The first year of the Application Developers Alliance, the Washington, D.C.-based organization that was formed, in part, to provide representation for software engineers and application developers, has proven quite productive.
Founded in January 2012, the Alliance’s membership has risen to more than 20,000 individual developers and about 120 companies. President Jon Potter and senior vice president Jake Ward said they cofounded the Alliance because they believed there was a real need for coders’ voices to be heard.
“We’d seen representative organizations pop up around the country that represent the companies that employ developers,” Ward said. “Those organizations focus on the software as an industry, without recognizing the importance of the individual coders.”
The Alliance helps developers with what Potter said was developers’ most pressing need right now: to know how to take an idea or app and turn it into a business. This is true for developers at startups, he said, as well as for those at brands that are trying to extend their marketing reach or deliver products through a mobile setting.
“The questions we hear are, ‘What are my revenue streams? What are my options? Who do I talk to? What’s been done? What’s succeeded?’ ” said Potter. “And that information is the type of thing that we have bundled together and put into DevsBuild.It, our resource center that is a library of content for our members, from our members, and curated and created by the Alliance.”
DevsBuild.It was launched in December 2012, is still in beta, and is free to individual developers. The Alliance said it answers development-related questions that developers have, but it doesn’t address coding at all. “We like to say it’s everything but the code,” Ward said.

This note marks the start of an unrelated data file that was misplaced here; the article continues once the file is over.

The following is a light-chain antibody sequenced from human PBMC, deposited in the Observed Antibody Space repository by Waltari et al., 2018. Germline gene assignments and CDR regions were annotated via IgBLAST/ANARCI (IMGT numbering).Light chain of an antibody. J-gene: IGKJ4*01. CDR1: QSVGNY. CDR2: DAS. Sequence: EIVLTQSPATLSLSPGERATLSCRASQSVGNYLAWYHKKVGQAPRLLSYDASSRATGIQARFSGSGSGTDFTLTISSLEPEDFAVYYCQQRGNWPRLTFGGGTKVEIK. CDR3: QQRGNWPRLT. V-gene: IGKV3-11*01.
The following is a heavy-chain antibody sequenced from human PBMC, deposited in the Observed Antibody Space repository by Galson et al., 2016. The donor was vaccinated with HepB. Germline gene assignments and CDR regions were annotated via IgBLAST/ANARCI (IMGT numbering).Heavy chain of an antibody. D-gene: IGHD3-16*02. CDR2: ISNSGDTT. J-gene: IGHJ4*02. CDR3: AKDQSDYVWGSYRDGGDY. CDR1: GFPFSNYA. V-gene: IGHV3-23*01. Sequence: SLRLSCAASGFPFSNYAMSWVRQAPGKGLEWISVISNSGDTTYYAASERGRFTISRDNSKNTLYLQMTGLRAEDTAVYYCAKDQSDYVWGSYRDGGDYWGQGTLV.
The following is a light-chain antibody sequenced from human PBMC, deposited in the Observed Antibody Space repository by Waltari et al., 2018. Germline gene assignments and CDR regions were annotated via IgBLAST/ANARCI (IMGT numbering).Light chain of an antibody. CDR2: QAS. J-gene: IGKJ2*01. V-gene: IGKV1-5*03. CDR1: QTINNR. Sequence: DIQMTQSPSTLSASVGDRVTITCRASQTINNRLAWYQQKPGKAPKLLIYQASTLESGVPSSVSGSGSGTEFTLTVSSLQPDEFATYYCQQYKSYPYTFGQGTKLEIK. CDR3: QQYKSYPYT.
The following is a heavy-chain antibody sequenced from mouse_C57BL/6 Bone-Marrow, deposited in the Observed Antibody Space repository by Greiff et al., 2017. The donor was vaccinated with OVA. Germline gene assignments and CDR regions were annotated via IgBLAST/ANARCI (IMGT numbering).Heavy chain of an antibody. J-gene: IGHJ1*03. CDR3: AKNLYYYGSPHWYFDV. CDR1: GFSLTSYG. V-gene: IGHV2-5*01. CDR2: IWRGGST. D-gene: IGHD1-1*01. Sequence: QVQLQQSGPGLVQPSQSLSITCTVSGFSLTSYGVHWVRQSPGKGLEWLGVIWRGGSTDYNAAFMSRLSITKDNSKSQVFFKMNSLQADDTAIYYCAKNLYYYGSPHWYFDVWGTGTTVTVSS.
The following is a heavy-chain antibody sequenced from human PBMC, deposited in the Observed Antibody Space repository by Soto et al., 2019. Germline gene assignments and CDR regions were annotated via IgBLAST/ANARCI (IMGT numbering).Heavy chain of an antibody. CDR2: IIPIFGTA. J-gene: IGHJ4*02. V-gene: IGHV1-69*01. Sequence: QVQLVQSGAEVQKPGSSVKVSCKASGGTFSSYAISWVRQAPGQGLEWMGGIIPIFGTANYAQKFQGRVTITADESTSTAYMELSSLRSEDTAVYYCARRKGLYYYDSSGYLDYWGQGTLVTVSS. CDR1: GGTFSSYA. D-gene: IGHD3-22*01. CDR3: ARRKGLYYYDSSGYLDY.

The Alliance hosted more than 50 events in 2012, including a countrywide mobile app series. It said it plans to host a separate series this year on software patents, as well as additional conferences, summits, workshops, meetups, hackathons and webinars.
Four working groups were also launched in its first year. The groups focused on business and revenue; emerging technologies and research; health and medical apps; and mobile payments. They are comprised of Alliance members and shape Alliance programs, policies and resources. They provide core expertise and guidance to the Alliance and its members through commissioned research, white papers, policy recommendations and best practices proposals.
Two more working groups—focusing on kids and education, and media and entertainment—are scheduled for launch this year.
The Alliance has also helped developers last year, Potter said, by providing advocacy in Washington on policies involving privacy of data in mobile apps and on mobile devices. He also said it worked closely with consumer groups around consumer privacy disclosures. In 2013, the Alliance plans to continue providing advocacy on these and other emerging software development topics.
Individual developers can join the Alliance for free by visiting AppAlliance.org. Membership gives them access to the Alliance’s members-only DevsBuild.It resource. There is a fee for companies to join the Alliance, with a pricing structure based on the number of employees. Last year, for example, Potter said that the cost to join ranged from US$200 to $75,000.
All corporate members receive the same benefits regardless of the size of their organization or the annual fee it pays, Potter said. Corporate Alliance members receive a dedicated page on DevsBuild.It to customize content and distribute materials to the Alliance’s members. Other corporate benefits include business development opportunities, marketing support, events and programming, market research and intelligence, participation in Alliance working groups, service discounts, and policy advocacy.